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Impediments to Saving for Retirement – The Barriers, Part 1

By Jack Towarnicky

Today’s typical histrionic, hyperbolic headline: “Retirement Crisis: Workers Can’t Afford to Save For Retirement Due to Crippling Out of Pocket Medical Expenses and Crushing Student Debt!”1 The accurate rewrite: “Saving For Retirement is Doable – Almost All Workers Have Low, Budget-able Out-of-Pocket Medical Expenses, and Student Debts.”2 

My discussions with other plan sponsors are often focused on increasing retirement savings plan participation and contributions. A frequent topic is the perception that many workers are financially incapable of saving for retirement. 

Certainly, studies show most Americans live paycheck to paycheck. However, payday-to-payday living is not a barrier to saving.Others cite out-of-pocket medical costs or student debt. Recent studies show those aren’t a barrier, either. Consider:

  • The median annual out-of-pocket medical expense was $2644,  a very small portion of medical spending5, and
  • A minority of households have student debt. More importantly, the median monthly student loan payment was $203. 

Total National Health Expenditures – 1970 vs. 2016
Out of pocket spending has declined from 34% of all medical expenditures to only 10%

So, most workers have minimal out-of-pocket medical costs.  Fifty percent of Americans account for less than 5 percent of all medical spending.  In other words, medical spending is concentrated among approximately 5 percent of Americans who account for more than half of all medical spending.  Most are retired or disabled.7 And, more than 95 percent of all workers have either no student debt or student debt that is manageable and budget-able.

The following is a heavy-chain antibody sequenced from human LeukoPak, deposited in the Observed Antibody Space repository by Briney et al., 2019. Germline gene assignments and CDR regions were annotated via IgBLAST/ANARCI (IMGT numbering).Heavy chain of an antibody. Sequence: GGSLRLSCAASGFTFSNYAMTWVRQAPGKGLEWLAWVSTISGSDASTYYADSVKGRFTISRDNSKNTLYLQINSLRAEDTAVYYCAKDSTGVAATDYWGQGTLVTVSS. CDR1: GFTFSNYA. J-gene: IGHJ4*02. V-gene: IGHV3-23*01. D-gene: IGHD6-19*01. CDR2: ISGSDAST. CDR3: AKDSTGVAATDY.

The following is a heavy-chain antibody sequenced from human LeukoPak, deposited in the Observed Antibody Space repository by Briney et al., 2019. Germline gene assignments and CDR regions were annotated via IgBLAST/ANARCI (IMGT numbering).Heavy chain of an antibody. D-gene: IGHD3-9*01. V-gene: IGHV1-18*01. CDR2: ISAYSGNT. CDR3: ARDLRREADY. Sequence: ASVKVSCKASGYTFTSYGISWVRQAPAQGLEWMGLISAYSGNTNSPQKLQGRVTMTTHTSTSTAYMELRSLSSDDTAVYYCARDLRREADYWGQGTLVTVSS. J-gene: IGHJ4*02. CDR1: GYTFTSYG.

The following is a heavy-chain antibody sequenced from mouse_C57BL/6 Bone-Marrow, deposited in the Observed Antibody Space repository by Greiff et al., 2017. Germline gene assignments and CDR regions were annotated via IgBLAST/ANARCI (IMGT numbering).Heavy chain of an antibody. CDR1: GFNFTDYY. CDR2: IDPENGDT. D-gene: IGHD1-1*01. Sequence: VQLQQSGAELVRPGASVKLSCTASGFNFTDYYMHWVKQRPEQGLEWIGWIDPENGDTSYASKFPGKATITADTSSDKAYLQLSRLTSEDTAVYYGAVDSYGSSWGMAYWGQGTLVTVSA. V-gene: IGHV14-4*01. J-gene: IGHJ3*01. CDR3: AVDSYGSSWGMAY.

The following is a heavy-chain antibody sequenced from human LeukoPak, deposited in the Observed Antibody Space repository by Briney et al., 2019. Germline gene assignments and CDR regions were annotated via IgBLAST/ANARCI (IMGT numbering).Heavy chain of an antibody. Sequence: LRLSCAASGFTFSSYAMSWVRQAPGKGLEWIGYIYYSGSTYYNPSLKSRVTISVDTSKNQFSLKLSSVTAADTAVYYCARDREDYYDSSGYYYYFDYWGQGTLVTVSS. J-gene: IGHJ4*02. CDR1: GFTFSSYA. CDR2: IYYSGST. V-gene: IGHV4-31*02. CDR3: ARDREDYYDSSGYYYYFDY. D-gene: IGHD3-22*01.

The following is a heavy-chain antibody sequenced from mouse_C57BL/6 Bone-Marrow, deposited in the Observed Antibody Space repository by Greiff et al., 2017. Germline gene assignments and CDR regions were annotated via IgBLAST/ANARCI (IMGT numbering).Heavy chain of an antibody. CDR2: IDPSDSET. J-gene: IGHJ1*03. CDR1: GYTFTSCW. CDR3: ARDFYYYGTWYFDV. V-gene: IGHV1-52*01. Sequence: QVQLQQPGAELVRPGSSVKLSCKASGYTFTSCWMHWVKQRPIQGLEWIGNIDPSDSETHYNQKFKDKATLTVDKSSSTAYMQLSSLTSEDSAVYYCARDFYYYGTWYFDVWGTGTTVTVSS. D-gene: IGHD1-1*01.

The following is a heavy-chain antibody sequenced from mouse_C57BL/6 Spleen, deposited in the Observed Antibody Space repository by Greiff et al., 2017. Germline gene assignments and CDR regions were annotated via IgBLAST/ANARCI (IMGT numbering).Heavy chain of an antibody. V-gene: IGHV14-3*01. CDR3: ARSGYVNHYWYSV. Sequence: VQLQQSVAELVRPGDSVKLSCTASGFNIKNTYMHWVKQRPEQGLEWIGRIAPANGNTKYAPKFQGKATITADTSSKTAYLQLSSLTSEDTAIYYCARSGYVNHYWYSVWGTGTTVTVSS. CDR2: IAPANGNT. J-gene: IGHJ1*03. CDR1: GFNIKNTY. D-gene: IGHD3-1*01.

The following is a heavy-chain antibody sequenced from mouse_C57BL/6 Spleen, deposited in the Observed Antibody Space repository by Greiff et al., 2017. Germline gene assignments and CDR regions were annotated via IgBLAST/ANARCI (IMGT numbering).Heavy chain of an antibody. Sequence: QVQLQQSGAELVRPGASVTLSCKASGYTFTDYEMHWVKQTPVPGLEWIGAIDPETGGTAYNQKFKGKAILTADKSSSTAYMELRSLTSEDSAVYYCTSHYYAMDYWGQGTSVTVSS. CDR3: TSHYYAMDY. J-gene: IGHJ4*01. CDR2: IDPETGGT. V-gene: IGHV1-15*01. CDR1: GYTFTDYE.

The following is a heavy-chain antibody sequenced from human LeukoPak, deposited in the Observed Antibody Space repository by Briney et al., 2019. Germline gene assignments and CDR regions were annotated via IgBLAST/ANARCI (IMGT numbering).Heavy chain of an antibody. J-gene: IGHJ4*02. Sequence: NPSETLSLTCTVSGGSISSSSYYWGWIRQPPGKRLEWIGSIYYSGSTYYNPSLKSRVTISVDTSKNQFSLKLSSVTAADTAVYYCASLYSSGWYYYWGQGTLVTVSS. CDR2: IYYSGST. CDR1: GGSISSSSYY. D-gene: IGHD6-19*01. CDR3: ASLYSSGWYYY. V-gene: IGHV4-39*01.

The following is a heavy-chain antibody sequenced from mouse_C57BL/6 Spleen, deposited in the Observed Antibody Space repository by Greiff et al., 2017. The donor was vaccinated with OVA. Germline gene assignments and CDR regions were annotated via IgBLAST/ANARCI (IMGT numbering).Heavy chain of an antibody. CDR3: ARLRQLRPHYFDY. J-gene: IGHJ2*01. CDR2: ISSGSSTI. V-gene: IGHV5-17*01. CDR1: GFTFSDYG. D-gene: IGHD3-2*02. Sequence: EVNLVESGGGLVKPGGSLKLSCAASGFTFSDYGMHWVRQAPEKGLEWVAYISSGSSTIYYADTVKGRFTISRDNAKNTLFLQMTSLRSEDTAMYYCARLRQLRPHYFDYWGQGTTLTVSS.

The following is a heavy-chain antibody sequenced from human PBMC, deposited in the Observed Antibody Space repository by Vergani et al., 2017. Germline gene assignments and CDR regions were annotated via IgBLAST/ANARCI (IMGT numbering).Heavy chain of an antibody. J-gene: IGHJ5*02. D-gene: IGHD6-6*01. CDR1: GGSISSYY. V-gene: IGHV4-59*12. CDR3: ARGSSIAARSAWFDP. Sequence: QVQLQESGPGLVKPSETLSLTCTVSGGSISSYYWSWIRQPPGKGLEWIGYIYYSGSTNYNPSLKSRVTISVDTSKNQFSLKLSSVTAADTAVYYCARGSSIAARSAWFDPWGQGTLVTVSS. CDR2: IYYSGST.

The bottom line is that those financial challenges are not a barrier. And, plan sponsors don’t have to wait for new legislation or more regulation (examples being sidecar accounts for emergencies8, more guidance on “matching” employer contributions for student loan debt payments or a retirement savings mandate).   

Part 2 of this series will reconfirm an effective solution- regardless of the nature or size of workers’ financial challenges. 

1T. Ghilarducci, T. James, There is a retirement crisis. And workers can’t fix it alone, Marketwatch, 1/26/18, Accessed 10/22/18 at: ; See also:  Politico, How to solve the retirement crisis, A POLITICO Working Group Report. 06/07/18, Accessed 10/22/18 at:  ; See also: C. Farrell, Calling For A Blue-Ribbon Panel On The Retirement Crisis, Forbes, 5/20/18, Accessed 10/22/18:   See also: S. Harris, America's Retirement Savings Crisis, 1/10/18, Accessed 10/22/18 at:;  A. Tergesen, Bankruptcy Filings Surge Among Older Americans; Authors of recent study cite reductions to social safety net, shift from pensions to 401(k)s, 8/7/18, Accessed 10/22/18 at: See also:  D. Thorne, P. Foohey, R. Lawless, K. Porter, Graying of U.S. Bankruptcy: Fallout from Life in a Risk Society, 8/18/18, Accessed 10/22/18 at: See also:  P. Fronstin, L. Greenwald, Workers Rank Health Care as the Most Critical Issue in the United States, Employee Benefits Research Institute and Greenwald & Associates, 9/24/18.  “… Of the one-half of workers reporting cost increases, 24% state they have decreased their contributions to retirement plans …  30% delayed retirement, … 17% have taken a loan or withdrawal from a retirement plan …”  Accessed 10/20/18 at:  See also:  R. Moore, Health Care Costs Affecting Retirement Savings and Financial Wellness, 10/15/18, Accessed 10/22/18 at:  See also:  Annie Nova, More people are unprepared for retirement because of student loans, 5/23/18, Accessed 10/20/18 at:  See also:  Student Loan Hero, A Look at the Shocking Student Loan Debt Statistics for 2018, Updated 5/1/18.  “…  the average student loan debt for Class of 2017 graduates was $39,400 …  (44 million) owe over $1.48 trillion …” (Federal Reserve Bank, New York Federal Reserve data), Accessed 10/20/18 at: